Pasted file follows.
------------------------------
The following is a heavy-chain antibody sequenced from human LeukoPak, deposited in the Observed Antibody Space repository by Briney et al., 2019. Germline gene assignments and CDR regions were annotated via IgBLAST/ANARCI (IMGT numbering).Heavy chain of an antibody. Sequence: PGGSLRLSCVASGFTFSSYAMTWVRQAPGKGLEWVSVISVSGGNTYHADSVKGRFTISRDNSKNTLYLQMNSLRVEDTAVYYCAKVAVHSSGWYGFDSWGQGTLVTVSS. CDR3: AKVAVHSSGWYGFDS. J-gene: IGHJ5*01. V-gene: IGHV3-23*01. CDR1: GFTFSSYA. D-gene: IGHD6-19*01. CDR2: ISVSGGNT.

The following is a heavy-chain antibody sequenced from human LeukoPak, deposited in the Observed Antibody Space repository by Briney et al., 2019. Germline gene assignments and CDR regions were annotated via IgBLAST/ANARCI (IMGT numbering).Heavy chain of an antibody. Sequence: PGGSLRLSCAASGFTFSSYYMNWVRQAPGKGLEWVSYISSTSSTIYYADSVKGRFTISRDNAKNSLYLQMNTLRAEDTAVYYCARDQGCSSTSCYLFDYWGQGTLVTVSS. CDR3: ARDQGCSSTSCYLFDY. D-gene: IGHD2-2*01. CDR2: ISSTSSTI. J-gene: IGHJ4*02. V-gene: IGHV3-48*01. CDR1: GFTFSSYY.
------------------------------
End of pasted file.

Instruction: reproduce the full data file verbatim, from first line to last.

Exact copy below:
The following is a heavy-chain antibody sequenced from human LeukoPak, deposited in the Observed Antibody Space repository by Briney et al., 2019. Germline gene assignments and CDR regions were annotated via IgBLAST/ANARCI (IMGT numbering).Heavy chain of an antibody. Sequence: PGGSLRLSCVASGFTFSSYAMTWVRQAPGKGLEWVSVISVSGGNTYHADSVKGRFTISRDNSKNTLYLQMNSLRVEDTAVYYCAKVAVHSSGWYGFDSWGQGTLVTVSS. CDR3: AKVAVHSSGWYGFDS. J-gene: IGHJ5*01. V-gene: IGHV3-23*01. CDR1: GFTFSSYA. D-gene: IGHD6-19*01. CDR2: ISVSGGNT.

The following is a heavy-chain antibody sequenced from human LeukoPak, deposited in the Observed Antibody Space repository by Briney et al., 2019. Germline gene assignments and CDR regions were annotated via IgBLAST/ANARCI (IMGT numbering).Heavy chain of an antibody. Sequence: PGGSLRLSCAASGFTFSSYYMNWVRQAPGKGLEWVSYISSTSSTIYYADSVKGRFTISRDNAKNSLYLQMNTLRAEDTAVYYCARDQGCSSTSCYLFDYWGQGTLVTVSS. CDR3: ARDQGCSSTSCYLFDY. D-gene: IGHD2-2*01. CDR2: ISSTSSTI. J-gene: IGHJ4*02. V-gene: IGHV3-48*01. CDR1: GFTFSSYY.